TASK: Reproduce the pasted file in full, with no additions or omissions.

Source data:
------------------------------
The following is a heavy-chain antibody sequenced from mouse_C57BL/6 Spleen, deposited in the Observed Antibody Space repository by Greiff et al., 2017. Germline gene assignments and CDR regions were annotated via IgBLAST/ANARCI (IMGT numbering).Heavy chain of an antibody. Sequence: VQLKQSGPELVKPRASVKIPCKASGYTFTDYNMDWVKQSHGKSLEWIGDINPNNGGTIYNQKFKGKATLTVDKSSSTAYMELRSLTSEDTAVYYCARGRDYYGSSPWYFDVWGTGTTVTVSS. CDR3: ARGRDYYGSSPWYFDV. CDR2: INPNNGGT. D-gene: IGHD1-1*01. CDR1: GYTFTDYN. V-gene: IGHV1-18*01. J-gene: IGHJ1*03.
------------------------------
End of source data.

The following is a heavy-chain antibody sequenced from mouse_C57BL/6 Spleen, deposited in the Observed Antibody Space repository by Greiff et al., 2017. Germline gene assignments and CDR regions were annotated via IgBLAST/ANARCI (IMGT numbering).Heavy chain of an antibody. Sequence: VQLKQSGPELVKPRASVKIPCKASGYTFTDYNMDWVKQSHGKSLEWIGDINPNNGGTIYNQKFKGKATLTVDKSSSTAYMELRSLTSEDTAVYYCARGRDYYGSSPWYFDVWGTGTTVTVSS. CDR3: ARGRDYYGSSPWYFDV. CDR2: INPNNGGT. D-gene: IGHD1-1*01. CDR1: GYTFTDYN. V-gene: IGHV1-18*01. J-gene: IGHJ1*03.